Having one good character or performance in a movie this obscure is of note, but this film actually has two more. Vince Edwards does a good job as the focused and troubled police detective, and Neville Brand as the rapist is one of the sleaziest characters I've seen outside of the realm of totally gratuitous exploitationers, and again this character resonates more because of a solid performance from the actor and an overall believability that there are people out there like this guy. Some of the other acting is a bit rough, but these three guys really elevate the quality of The Police Connection with their powerful and credible performances.

But just as The Police Connection is not a standard police procedural movie, neither is it a standard movie of any genre. Coupled with some really fine dramatic work are some elements of extreme sordidness and laugh inducing silliness. While the bomber never gets to the point of saying he's the mad bomber what bombs at midnight, there are other things that aren't far off that level of zaniness. One of the rape victims is so startled she becomes completely passive, to the point I thought she was chloroformed. The police have some intriguing theories on their ability to track different types of criminals, like say a bomber and a rapist, and their suspect personality analysis technique may have seemed futuristic and high tech at the time of the film's release but is now utterly ridiculous. There is also some intentional hilarity, like when the bomber berates anyone that irks him (provided said person doesn't upset him enough that he blows 'em up real good), however the moment that really had me cracking up was a fairly incidental questioning scene with the detective. It's pretty straightforward in terms of dialogue, but while he's asking his questions there's some wacky nude dancing going on behind him. The movie might work better as a character study without its gratuitous nudity, but the combination of sleaze and serious social commentary truly make the film a wonder. It's not quite at Humanoids From the Deep's level, but it's not far off.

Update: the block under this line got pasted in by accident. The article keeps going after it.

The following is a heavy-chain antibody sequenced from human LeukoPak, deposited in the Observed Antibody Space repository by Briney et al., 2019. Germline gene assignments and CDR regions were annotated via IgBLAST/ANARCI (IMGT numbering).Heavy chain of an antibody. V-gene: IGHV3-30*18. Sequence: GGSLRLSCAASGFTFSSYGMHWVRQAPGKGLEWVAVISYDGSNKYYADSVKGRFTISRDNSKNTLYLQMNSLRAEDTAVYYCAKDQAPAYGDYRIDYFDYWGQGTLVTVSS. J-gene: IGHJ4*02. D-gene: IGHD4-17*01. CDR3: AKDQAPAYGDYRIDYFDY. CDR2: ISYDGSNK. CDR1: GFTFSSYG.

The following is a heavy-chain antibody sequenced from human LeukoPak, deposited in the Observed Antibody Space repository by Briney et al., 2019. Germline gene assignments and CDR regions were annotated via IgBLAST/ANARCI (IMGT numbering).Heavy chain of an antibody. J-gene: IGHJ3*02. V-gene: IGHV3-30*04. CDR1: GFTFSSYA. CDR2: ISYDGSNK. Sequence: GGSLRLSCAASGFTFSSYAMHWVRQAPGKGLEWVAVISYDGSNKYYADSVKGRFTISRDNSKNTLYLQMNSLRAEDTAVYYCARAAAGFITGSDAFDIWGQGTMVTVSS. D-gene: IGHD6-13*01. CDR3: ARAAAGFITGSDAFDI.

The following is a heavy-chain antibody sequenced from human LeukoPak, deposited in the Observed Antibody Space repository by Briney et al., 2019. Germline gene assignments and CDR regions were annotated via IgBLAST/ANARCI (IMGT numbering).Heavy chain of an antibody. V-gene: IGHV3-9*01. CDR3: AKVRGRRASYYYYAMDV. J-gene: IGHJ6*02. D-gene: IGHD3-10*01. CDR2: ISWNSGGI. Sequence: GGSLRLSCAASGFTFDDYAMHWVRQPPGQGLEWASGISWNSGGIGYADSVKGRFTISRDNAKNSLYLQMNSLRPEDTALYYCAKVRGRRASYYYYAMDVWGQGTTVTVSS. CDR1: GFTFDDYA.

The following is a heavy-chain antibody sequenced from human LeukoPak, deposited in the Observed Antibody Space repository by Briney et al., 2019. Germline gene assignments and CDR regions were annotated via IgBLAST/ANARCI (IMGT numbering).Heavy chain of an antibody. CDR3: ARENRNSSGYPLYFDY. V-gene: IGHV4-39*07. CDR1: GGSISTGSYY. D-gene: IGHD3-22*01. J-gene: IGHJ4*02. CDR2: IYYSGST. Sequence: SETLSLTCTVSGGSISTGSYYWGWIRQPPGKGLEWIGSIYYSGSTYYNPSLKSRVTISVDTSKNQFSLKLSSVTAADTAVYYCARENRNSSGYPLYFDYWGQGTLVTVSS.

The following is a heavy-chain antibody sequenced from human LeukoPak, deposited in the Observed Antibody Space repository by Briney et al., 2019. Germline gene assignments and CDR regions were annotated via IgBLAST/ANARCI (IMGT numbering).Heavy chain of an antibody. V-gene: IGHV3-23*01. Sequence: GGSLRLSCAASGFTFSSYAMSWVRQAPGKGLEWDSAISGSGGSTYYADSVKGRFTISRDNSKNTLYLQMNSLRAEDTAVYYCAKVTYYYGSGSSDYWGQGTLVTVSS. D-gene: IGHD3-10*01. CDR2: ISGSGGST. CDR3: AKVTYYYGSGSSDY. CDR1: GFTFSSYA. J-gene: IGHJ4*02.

The Police Connection might be called misogynist by some, but I think the men are portrayed pretty poorly as well, so in the end it's just misanthropic, much like the bomber. It's a fascinating and entertaining film that almost defies classification and that I suspect will only improve with repeat viewings.
The Disc